CARDIAC MUSCLE DISEASE
Dilated Cardiomyopathy (DCM) is a genetic cardiac muscle disease in which the heart muscle is dilated. As the muscle wall has become thinner and weaker, the enlarged heart is less able to pump blood around (heart failure). But a dilated heart muscle can have other causes, such as narrowed blood vessels, heart attacks and long-term high blood pressure.
adults has signs of DCM
Possible signs and symptoms of DCM are:
Shortness of breath, problems by exercise, reduced endurance and fatigue
Heart palpitations and chest pain
Cardiac arrhythmia: severe arrhythmia can sometimes cause dizziness, fainting and even sudden cardiac death
In the course of life
The dilatation of the heart muscle can develop slowly throughout life, usually in adulthood but sometimes from the age of 10 years. The symptoms vary from gene carrier to gene carrier: some may experience severe heart problems while others have no symptoms at all. In case of symptoms, it is important to discuss it with your GP so that a cardiovascular examination can be carried out.
according to signs and symptoms
Depending on symptoms, adequate medication can
ICD / Pacemaker
If there is a risk of dangerous cardiac arrhythmia, an ICD can be implemented.
In very severe cases, a VAD and/or heart transplant can be necessary.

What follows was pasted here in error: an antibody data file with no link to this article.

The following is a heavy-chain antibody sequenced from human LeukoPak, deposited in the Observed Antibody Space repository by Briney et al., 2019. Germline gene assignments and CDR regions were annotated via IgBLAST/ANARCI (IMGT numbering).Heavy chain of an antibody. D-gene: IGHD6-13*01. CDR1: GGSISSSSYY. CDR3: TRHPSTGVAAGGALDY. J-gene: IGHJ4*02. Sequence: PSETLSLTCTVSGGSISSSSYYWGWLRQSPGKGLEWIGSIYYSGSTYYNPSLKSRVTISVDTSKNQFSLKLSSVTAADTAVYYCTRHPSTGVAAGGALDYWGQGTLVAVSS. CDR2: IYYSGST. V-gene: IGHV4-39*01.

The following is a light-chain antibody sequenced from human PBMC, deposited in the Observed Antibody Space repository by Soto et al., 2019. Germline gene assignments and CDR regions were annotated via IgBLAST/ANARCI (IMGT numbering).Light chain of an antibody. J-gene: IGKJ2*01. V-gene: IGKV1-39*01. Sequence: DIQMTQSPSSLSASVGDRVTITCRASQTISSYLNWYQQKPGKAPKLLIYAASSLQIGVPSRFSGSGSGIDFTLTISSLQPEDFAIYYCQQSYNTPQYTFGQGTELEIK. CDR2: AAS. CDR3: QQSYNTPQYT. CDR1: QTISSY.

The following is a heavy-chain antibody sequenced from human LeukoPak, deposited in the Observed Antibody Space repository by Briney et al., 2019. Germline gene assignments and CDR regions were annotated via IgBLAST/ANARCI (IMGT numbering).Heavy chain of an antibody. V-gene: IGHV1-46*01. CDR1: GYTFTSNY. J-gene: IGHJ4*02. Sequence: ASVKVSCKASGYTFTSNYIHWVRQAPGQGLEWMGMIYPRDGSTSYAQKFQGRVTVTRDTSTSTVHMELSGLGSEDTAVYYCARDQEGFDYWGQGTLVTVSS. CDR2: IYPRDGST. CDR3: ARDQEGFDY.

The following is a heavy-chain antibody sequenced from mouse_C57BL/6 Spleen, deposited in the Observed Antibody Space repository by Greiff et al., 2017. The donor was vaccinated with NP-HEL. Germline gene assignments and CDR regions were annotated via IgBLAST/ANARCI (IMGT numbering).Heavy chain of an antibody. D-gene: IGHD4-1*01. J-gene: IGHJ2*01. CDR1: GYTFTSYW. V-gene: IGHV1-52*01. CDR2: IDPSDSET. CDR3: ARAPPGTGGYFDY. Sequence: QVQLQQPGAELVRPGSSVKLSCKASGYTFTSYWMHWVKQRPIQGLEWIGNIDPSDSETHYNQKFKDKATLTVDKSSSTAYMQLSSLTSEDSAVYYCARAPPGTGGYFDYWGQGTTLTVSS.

Patients with DCM should strongly avoid intense exercise and stress.
An ultrasound of the heart provides a clear image and sound of the function and shape of the heart muscle and valves.
The MRI examination, which generates radio wave (magnetic) signals, provides a clear picture of the heart (chambers).
In an electrocardiogram, the electrical signals of the heartbeats are properly recorded and can be analyzed.
• Cardiovascular examination may also include a Holter monitor test and/or an exercise test/cycle test.
Discuss it with your GP or cardiologist
If you’re experiencing some signs and symptoms, or if other family members have been found to have a predisposition for the genetic heart disease DCM, please discuss it with your GP/cardiologist so that additional cardiovascular examination can be assessed.